Boxing as Performance: How a PhD Student is Reimagining the Way We Interpret Sport

Thursday, Nov 18, 2021


Performance Studies student Zac Easterling

In a sports-obsessed American culture dominated by the “big four”—that is, the NFL, NBA, MLB, and NHL—boxing has become the plucky dark horse. Once considered a tentpole fixture in the events calendar, big-time fight nights have slowly retreated into the background since boxing's golden age—a heyday marked by spectacular heavyweight competition in the 1970s and ‘80s. Despite surges in popularity since, boxing has struggled to reenter the public psyche with the zeal it once had. The sport for underdogs, in certain circles, is now the underdog sport.

It can be easy to cast aspersions on a discipline that, to the untrained eye, presents as crude violence sublimated into sport. Still, “the sweet science,” as it's affectionately known to devotees, seems to struggle disproportionately with earning widespread respect. Could it all be a misunderstanding?

Zac Easterling (they/them) is a Ph.D. student in the Tisch Performance Studies program who is leveraging their years of boxing experience to expand the way we think about the performance and tradition of pugilistic arts. Easterling currently coaches at Trans Boxing, an ongoing co-authored art project in the form of a boxing club that centers trans and gender-variant people, and elevates the community-building and educational elements of the sport. We recently connected with Easterling to learn more about their academic approach to boxing, the sport’s intrinsic ties to performance theory, and the value of inclusivity in a boxing club.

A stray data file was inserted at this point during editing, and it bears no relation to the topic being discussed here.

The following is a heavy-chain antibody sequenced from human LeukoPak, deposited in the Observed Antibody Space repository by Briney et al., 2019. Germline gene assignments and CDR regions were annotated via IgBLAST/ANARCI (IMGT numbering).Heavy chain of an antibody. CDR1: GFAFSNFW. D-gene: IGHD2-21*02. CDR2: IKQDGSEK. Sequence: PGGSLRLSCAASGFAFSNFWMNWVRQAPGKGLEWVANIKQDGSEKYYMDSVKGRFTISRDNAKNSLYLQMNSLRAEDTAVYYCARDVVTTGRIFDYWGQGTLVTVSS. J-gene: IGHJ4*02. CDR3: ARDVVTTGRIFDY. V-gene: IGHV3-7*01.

Describe for me your journey to the Performance Studies program and the focus of your work.

Zac Easterling: I came to the Performance Studies program after getting an M.A. in ethics and applied philosophy at the University of North Carolina at Charlotte—I'm originally from North Carolina. But, you know when you’re young and you're kind of like, Academy is stupid, I’m going to move across the country and try my hand at boxing all the time? [laughs] I did the M.A. and then I moved to Seattle and I boxed like it was [my job]—six days a week I'm in the gym, I have a coach, I’m sparring three days a week. And I do that for about a year, and in the course of that time I kind of was missing school.

I [began to think] about programs that would be conducive to my background. In my M.A. I studied critical race theory and Black studies and I had started writing about boxing during my philosophy M.A. I wanted to focus on Black studies and boxing, and Tisch’s Performance Studies Department seemed like the spot to do it.

And where along this path are you now?

Zac: I originally came for the Performance Studies M.A., which is a one-year program. And now I’m a second-year PhD now.

Being in New York has been great just because it’s known as the boxing mecca. That's part of the reason I wanted to go to NYU—if you're a scholar of boxing you should go to New York. 

What are the seeds of your current relationship and work with Trans Boxing?

Zac: I started with Trans Boxing during COVID. I called up Nolan Hanson, who is the founder and had started it as part of their MFA project that they were doing in Portland. I became aware of it because of some overlapping circles of people. I just called them up on the phone one day and was like, “Hey, what's up!” And [Nolan] was like “Oh, I already follow you on Instagram, man.” [laughs]

So we started chatting and they put me on with their coach Carl Westbrooks, who's out of New Bed Stuy Boxing Gym, which is a legendary gym. Riddick Bowe and Mark Breland came through there. The founder, George Washington, had over 100 professional fights with like 80 knockouts or something crazy like that. It was just one of those things, as a scholar of boxing or however you want to frame it, it’s just a good place to be at.